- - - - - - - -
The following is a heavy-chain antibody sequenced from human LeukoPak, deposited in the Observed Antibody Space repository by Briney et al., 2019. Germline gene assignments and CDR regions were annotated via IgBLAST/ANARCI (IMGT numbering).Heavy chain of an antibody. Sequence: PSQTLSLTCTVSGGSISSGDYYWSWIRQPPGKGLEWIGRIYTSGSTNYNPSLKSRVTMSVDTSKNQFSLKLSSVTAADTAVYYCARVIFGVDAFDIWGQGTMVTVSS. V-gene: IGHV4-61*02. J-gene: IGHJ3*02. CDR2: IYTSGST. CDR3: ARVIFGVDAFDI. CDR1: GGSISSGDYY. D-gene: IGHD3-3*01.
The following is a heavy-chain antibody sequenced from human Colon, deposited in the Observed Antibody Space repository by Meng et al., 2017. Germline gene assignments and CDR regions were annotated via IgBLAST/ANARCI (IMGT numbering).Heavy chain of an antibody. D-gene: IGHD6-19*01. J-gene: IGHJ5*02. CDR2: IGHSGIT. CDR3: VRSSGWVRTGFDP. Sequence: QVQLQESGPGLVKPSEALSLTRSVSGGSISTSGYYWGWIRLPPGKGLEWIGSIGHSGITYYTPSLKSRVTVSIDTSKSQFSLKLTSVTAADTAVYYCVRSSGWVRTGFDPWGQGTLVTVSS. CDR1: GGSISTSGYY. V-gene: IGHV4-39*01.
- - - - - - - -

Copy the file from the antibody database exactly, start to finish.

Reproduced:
The following is a heavy-chain antibody sequenced from human LeukoPak, deposited in the Observed Antibody Space repository by Briney et al., 2019. Germline gene assignments and CDR regions were annotated via IgBLAST/ANARCI (IMGT numbering).Heavy chain of an antibody. Sequence: PSQTLSLTCTVSGGSISSGDYYWSWIRQPPGKGLEWIGRIYTSGSTNYNPSLKSRVTMSVDTSKNQFSLKLSSVTAADTAVYYCARVIFGVDAFDIWGQGTMVTVSS. V-gene: IGHV4-61*02. J-gene: IGHJ3*02. CDR2: IYTSGST. CDR3: ARVIFGVDAFDI. CDR1: GGSISSGDYY. D-gene: IGHD3-3*01.
The following is a heavy-chain antibody sequenced from human Colon, deposited in the Observed Antibody Space repository by Meng et al., 2017. Germline gene assignments and CDR regions were annotated via IgBLAST/ANARCI (IMGT numbering).Heavy chain of an antibody. D-gene: IGHD6-19*01. J-gene: IGHJ5*02. CDR2: IGHSGIT. CDR3: VRSSGWVRTGFDP. Sequence: QVQLQESGPGLVKPSEALSLTRSVSGGSISTSGYYWGWIRLPPGKGLEWIGSIGHSGITYYTPSLKSRVTVSIDTSKSQFSLKLTSVTAADTAVYYCVRSSGWVRTGFDPWGQGTLVTVSS. CDR1: GGSISTSGYY. V-gene: IGHV4-39*01.